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Analyzing the Scenarios

Scenarios 1, 2, 3, and 4 clearly require IRB approval under the Common Rule:

1. Alice needs IRB approval because she is recruiting, interacting with, and collecting information from her subjects. Furthermore, her users reveal their IP address when the toolbar reports its statistics; although IP addresses do not necessarily reveal personal information, they frequently do--especially in a university environment where an address may be assigned to a specific person.

2. Even though Bob is not collecting IP addresses, he still needs IRB approval because the information in the webserver logs was generated by human subjects and is not publicly available.

3. Likewise, Christine requires IRB approval because the data is generated by human beings and is not publicly available. Christine could avoid IRB involvement if the security website published the search terms on a public web page rather than encrypting them and sending them to her Gmail account. (Although it seems that this creative way to bypass the Common Rule has exactly the opposite of the desired effect, presumably the website would do its own privacy audit before releasing such information.)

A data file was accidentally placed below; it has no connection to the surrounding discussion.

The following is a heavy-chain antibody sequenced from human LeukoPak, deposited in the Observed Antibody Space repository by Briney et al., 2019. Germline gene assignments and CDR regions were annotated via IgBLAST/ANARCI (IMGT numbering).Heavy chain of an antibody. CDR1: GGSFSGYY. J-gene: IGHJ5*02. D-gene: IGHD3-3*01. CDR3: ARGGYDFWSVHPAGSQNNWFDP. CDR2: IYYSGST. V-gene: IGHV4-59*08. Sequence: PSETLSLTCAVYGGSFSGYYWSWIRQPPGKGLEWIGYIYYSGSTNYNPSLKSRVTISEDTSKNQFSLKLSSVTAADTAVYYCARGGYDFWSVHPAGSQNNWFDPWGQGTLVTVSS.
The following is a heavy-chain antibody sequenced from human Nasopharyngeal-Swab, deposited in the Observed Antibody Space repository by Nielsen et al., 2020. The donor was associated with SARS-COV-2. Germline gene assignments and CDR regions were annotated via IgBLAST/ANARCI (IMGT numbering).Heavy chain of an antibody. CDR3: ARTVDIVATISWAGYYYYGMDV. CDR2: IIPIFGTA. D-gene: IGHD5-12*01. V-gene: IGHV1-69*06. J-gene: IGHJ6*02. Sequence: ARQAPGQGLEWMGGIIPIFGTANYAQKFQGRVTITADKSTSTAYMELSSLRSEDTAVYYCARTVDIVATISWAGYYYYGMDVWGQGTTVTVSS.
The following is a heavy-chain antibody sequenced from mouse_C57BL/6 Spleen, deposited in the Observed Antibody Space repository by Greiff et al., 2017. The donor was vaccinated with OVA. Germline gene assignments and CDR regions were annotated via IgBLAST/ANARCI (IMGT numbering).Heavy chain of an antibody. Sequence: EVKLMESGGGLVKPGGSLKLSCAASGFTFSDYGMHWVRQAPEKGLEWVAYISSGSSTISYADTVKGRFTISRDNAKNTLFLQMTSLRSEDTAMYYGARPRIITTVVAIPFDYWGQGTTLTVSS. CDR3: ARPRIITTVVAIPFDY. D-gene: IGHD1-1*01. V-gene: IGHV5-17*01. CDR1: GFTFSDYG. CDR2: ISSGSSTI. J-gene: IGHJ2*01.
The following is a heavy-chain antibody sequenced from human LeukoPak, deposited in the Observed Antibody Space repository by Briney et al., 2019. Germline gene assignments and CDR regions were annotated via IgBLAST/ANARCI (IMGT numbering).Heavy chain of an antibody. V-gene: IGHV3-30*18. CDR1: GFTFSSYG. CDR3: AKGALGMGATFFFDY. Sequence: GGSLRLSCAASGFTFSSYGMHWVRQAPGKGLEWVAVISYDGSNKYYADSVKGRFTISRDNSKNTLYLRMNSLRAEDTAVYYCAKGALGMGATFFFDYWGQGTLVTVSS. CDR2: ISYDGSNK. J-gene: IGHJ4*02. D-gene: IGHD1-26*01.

4. Don has thousands of legitimate and spam messages, but the Common Rule prohibits him from analyzing incoming email without IRB approval.

The other scenarios are more troublesome:

5. Elaine might not require IRB approval for his survey because she is not observing people: She is observing wireless access points. But these devices were configured (or not configured) by people. And in some rural areas the GPS coordinates might identify specific individuals.

6. Guy's research with Word documents literally involves ``existing ... documents'' that are ``publicly available,'' so it should be exempt under the Common Rule. But the documents might have been inadvertantly placed on the Internet and contain private information.

7. Felicity's research, like Guy's, probably does not fall under the Common Rule if she only collects documents (e.g., the photographs) that are publicly available. But what if the images were available to a large community but not the general public?

next up previous
Next: Researcher's Can't Say ``Trust Up: Research Implications Previous: Scenario 7: Online EXIFs.
Simson L. Garfinkel 2008-03-21